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October 10, 2016

Tired of Playing Fed and Mouse? Janet Yellen to the Rescue

Many brokers, WMoption included, have wondered whether the U.S. Federal Reserve is going to increase its interest rate yet again, and only one person seems to know the answer. Her name is Janet Yellen, the Chairperson of Fed.  

The D-day

As of late, there have been some confusing signals arriving from the U.S. Federal Reserve, which did not bode well for neither the brokers nor their clients. In fact, nobody was getting anywhere, and as a result, central bankers from major countries are scheduled to meet next Thursday. The meeting will take place in a remote location in the mountains of Jackson Hole in Wyoming, USA. The next day will most likely be marked by the official speech from Janet Yellen herself. This should at the very least shed some light o new developments and give the analysts something to work with.

So far, there have been good and bad news. First, there were some strong U.S. employment readings, which should mean the Fed rates could and in fact should increase by next month, and yet no such action has been announced to date, which puts some doubt in the air regarding the economic outlook for the near future. Hopefully, if there is to be an increase in rates in the next month or so, this meeting would be the perfect opportunity to announce it.

However, there is also a reason why the rate has not been set higher already, or at least why any such measure has yet to be announced. The most likely reason is that there is a strong disagreement among the opinion makers inside the Fed regarding this issue. Some would have increased the rates already if it were up to them, while many others prefer to make this decision from a far more informed position and insist that further data on the state of the economy is a must before any such decision is made.

And it is not like they do not have a point: sure, the employment readings are good, but without knowing the pace of hiring, it is hard and risky to make an informed decision regarding the Fed policy. Furthermore, if a hike is truly warranted, how much should it be? This and many other decisions have yet to be made, and the pending meeting is most likely where some of the final verdicts will be made, or at the very least announced.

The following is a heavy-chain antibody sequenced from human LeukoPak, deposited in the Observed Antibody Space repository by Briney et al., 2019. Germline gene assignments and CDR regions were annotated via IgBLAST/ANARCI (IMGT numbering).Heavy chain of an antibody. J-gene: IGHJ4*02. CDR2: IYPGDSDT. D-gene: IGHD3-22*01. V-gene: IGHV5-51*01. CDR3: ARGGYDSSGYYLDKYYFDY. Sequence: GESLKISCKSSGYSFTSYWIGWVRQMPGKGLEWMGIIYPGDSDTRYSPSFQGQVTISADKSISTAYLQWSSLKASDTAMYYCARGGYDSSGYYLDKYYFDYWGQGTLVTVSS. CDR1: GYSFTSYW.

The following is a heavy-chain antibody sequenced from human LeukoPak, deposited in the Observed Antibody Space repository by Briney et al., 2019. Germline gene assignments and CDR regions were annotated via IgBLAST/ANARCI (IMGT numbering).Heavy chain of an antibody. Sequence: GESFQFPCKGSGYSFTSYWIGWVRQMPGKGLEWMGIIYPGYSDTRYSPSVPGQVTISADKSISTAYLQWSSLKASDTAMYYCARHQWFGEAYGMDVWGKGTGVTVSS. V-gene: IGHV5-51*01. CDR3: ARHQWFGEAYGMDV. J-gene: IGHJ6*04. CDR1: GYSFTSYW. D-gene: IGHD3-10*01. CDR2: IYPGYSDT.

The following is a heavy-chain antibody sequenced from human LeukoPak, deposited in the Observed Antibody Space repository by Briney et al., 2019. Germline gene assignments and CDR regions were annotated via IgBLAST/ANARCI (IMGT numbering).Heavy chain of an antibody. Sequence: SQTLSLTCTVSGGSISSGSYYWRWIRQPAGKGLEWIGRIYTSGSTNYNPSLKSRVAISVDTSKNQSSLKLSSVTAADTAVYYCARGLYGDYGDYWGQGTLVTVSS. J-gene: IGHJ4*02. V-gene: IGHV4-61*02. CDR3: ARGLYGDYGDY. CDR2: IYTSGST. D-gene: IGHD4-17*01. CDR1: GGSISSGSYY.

Our Best Guess 

If we had to put our money on it, our best guess would be that Janet Yellen is going to announce an increase in the rate, albeit at a very slow and controlled pace. Also, it should not come as a surprise if she comes out with an assessment of what job and economic growth might be in the near future, along with other factors such as the inflation rate. In the slightly less likely scenario where no hike is announced, such data would at least enable a more accurate assessment on when it might come to pass.

Of course, we haven't seen the Fed interest rates increase since last December, and even then it was hailed as a miracle that it was even achieved – many thought it to be far beyond the scope of Fed's possibilities. However, further interest rates have been postponed due to various events from all around the world which have pretty much stunted the growth of some of the largest economies in the world. Indeed, it is no small feat to overturn the U.S. inflation rate by outside factors. Then again, this uncertainty has not done the U.S. dollar any good, as it keeps weakening against the Euro, albeit at a controllable pace.

The Final Verdict 

We did not predict a slight increase in interest rates out of the blue – there are plenty of economic factors and data to support such a development. The broad progress in the overall economy in the U.S. is a real thing, and it should be backed by other readings soon enough. Next Tuesday and Wednesday should see announcements on how new home sales have been doing last month, alongside existing home sales and house prices. And the numbers are likely to be good. These and the PMI should serve as an early indicator on whether the economy is ready for another interest rate hike – unless oil prices kill that prospect, of course.

The views and opinions expressed herein are the author's own, and do not necessarily reflect those of EconMatters.

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